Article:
Cannabis Use Not Independently Linked to Increased Risk of Ischemic Stroke in Young Adults

Baltimore, MD: Those with a history of cannabis use do not possess an increased risk of early-onset ischemic stroke, according to the findings of a population-based case-control study published in the journal Stroke.

Researchers with the University of Maryland School of Medicine assessed the relationship between cannabis and stroke risk in a cohort of 1,564 subjects between the ages of 15 to 49. Investigators said that their study was “the largest case-control study to date” evaluating the association between marijuana and ischemic stroke risk.

They reported, “After adjusting for other risk factors, including the amount of current tobacco smoking, marijuana use was not associated with ischemic stroke, regardless of the timing of use in relationship to the stroke, including ever use, use within 30 days, and use within 24 hours.”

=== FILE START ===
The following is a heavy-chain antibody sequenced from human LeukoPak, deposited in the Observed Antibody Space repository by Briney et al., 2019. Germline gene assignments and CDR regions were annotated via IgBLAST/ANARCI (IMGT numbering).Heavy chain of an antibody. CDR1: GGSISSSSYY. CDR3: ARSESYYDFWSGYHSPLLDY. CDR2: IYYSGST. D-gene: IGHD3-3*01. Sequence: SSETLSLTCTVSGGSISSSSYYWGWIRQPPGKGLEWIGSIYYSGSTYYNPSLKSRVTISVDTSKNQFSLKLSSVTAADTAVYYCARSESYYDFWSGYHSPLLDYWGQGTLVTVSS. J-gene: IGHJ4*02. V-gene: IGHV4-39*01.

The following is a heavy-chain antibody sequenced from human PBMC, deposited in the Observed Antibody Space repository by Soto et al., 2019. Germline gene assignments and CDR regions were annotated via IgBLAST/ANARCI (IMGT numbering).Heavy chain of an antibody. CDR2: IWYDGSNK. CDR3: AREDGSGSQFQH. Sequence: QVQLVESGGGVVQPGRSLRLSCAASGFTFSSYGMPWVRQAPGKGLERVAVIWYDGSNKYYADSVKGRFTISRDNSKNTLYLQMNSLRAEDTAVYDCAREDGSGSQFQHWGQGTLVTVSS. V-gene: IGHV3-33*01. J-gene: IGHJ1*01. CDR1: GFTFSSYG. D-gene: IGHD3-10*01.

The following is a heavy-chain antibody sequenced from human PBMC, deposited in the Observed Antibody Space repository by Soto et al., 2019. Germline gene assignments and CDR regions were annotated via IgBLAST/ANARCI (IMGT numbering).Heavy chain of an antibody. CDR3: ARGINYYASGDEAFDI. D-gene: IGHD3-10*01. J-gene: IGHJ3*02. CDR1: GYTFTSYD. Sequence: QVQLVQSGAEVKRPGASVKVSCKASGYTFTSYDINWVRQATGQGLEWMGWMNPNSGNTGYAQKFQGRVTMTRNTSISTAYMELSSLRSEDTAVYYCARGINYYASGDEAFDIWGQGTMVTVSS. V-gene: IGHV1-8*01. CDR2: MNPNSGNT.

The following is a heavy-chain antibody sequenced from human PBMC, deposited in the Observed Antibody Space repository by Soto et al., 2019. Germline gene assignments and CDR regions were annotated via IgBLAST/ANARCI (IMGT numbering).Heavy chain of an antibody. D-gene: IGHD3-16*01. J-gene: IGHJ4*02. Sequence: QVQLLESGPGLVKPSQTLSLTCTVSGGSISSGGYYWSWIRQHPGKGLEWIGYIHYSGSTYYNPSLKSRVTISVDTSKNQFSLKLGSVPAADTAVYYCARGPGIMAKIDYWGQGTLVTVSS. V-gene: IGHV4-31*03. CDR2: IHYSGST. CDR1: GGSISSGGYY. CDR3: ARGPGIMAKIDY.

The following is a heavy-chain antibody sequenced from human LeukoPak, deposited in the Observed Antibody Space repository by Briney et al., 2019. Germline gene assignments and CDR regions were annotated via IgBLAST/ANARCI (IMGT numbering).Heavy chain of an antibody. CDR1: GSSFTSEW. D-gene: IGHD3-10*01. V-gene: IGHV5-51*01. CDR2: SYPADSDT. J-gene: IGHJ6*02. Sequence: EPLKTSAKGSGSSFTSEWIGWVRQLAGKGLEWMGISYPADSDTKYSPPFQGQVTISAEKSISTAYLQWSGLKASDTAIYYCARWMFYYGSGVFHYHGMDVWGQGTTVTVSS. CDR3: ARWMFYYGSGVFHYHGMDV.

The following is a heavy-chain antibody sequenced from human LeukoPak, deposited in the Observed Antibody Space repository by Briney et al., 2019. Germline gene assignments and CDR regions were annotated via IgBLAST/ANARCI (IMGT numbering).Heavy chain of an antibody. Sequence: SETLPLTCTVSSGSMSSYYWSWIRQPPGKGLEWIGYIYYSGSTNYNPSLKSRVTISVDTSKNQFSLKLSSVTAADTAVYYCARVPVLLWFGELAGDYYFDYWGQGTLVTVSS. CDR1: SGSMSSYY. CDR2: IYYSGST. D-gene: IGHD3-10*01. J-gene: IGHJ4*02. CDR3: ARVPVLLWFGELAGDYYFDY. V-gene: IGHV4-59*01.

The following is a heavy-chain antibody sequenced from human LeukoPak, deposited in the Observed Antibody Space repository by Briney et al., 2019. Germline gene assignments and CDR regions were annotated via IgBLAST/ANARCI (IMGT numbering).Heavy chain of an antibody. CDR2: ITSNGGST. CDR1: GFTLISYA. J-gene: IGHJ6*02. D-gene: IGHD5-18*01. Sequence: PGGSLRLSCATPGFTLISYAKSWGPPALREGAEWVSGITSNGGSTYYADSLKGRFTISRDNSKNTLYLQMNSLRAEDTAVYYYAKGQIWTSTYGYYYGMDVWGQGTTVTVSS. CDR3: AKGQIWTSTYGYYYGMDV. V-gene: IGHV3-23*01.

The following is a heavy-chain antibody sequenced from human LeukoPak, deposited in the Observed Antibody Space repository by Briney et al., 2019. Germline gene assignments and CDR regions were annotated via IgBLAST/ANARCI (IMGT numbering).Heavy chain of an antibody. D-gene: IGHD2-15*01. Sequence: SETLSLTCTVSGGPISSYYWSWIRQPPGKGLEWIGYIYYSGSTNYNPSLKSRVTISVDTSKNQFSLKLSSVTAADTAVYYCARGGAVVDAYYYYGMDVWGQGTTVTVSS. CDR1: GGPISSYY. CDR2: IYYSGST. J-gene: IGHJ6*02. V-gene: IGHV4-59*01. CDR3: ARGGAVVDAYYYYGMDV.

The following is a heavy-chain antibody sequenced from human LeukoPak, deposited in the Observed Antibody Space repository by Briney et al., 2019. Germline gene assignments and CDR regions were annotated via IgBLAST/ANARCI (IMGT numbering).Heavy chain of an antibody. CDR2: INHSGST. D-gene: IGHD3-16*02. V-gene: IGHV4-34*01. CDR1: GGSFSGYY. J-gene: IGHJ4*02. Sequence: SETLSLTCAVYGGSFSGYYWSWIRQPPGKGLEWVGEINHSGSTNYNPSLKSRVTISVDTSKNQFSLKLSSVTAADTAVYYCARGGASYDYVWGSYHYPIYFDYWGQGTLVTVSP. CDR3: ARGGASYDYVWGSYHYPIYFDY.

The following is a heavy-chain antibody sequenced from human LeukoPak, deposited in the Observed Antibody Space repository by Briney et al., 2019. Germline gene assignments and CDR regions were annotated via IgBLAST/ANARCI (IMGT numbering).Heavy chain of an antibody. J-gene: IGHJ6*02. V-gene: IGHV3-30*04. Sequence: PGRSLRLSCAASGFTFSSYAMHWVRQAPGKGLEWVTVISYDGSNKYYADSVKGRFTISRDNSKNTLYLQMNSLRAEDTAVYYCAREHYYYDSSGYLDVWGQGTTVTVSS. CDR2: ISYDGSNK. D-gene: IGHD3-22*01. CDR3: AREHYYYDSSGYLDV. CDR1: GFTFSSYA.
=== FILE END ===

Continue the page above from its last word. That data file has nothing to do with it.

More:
Authors concluded, “These analyses do not demonstrate an association between marijuana use and an increased risk of early-onset ischemic stroke.”

Results of a 2020 study published in the journal Neurology: Clinical Practice similarly reported that recent exposure to cannabis was not associated with an increased risk of hospitalization due to acute ischemic stroke. 

Other studies have yielded inconsistent results with respect to the degree with which a history of cannabis use may play a role in the risk of ischemic stroke. NORML has cautioned that those patients with a history of cardiovascular disorders may be at an elevated risk of suffering from adverse events due to the use of cannabis.

Full text of the study, “Marijuana use and the risk of early ischemic stroke: The stroke prevention in young adults study,” appears in Stroke.